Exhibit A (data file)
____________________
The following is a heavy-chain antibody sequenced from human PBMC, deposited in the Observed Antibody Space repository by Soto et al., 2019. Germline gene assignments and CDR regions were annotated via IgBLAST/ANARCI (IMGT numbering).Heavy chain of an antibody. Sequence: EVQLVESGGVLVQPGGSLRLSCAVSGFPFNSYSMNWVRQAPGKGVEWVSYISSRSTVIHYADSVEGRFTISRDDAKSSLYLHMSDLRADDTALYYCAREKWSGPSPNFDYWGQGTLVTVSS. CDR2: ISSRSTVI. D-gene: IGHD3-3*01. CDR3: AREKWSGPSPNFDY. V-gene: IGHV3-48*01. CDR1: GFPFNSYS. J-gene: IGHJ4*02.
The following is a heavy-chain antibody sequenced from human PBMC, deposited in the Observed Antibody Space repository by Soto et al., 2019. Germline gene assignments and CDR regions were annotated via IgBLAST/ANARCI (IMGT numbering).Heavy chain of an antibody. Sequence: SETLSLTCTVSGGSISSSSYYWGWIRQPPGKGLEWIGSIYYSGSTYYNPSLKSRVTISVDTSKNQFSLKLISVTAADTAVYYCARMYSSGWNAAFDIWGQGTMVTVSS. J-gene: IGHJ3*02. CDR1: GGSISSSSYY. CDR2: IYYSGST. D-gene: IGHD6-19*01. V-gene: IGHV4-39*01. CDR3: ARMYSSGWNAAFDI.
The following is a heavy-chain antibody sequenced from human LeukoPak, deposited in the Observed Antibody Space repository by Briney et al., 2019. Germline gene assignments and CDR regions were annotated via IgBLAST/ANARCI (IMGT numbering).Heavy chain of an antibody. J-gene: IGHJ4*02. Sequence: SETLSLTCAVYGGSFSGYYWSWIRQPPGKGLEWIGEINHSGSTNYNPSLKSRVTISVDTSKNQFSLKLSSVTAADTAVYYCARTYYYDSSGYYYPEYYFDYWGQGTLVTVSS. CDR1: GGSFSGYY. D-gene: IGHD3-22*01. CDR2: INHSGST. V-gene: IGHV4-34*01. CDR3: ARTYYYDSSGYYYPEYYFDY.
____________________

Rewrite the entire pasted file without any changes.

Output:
The following is a heavy-chain antibody sequenced from human PBMC, deposited in the Observed Antibody Space repository by Soto et al., 2019. Germline gene assignments and CDR regions were annotated via IgBLAST/ANARCI (IMGT numbering).Heavy chain of an antibody. Sequence: EVQLVESGGVLVQPGGSLRLSCAVSGFPFNSYSMNWVRQAPGKGVEWVSYISSRSTVIHYADSVEGRFTISRDDAKSSLYLHMSDLRADDTALYYCAREKWSGPSPNFDYWGQGTLVTVSS. CDR2: ISSRSTVI. D-gene: IGHD3-3*01. CDR3: AREKWSGPSPNFDY. V-gene: IGHV3-48*01. CDR1: GFPFNSYS. J-gene: IGHJ4*02.
The following is a heavy-chain antibody sequenced from human PBMC, deposited in the Observed Antibody Space repository by Soto et al., 2019. Germline gene assignments and CDR regions were annotated via IgBLAST/ANARCI (IMGT numbering).Heavy chain of an antibody. Sequence: SETLSLTCTVSGGSISSSSYYWGWIRQPPGKGLEWIGSIYYSGSTYYNPSLKSRVTISVDTSKNQFSLKLISVTAADTAVYYCARMYSSGWNAAFDIWGQGTMVTVSS. J-gene: IGHJ3*02. CDR1: GGSISSSSYY. CDR2: IYYSGST. D-gene: IGHD6-19*01. V-gene: IGHV4-39*01. CDR3: ARMYSSGWNAAFDI.
The following is a heavy-chain antibody sequenced from human LeukoPak, deposited in the Observed Antibody Space repository by Briney et al., 2019. Germline gene assignments and CDR regions were annotated via IgBLAST/ANARCI (IMGT numbering).Heavy chain of an antibody. J-gene: IGHJ4*02. Sequence: SETLSLTCAVYGGSFSGYYWSWIRQPPGKGLEWIGEINHSGSTNYNPSLKSRVTISVDTSKNQFSLKLSSVTAADTAVYYCARTYYYDSSGYYYPEYYFDYWGQGTLVTVSS. CDR1: GGSFSGYY. D-gene: IGHD3-22*01. CDR2: INHSGST. V-gene: IGHV4-34*01. CDR3: ARTYYYDSSGYYYPEYYFDY.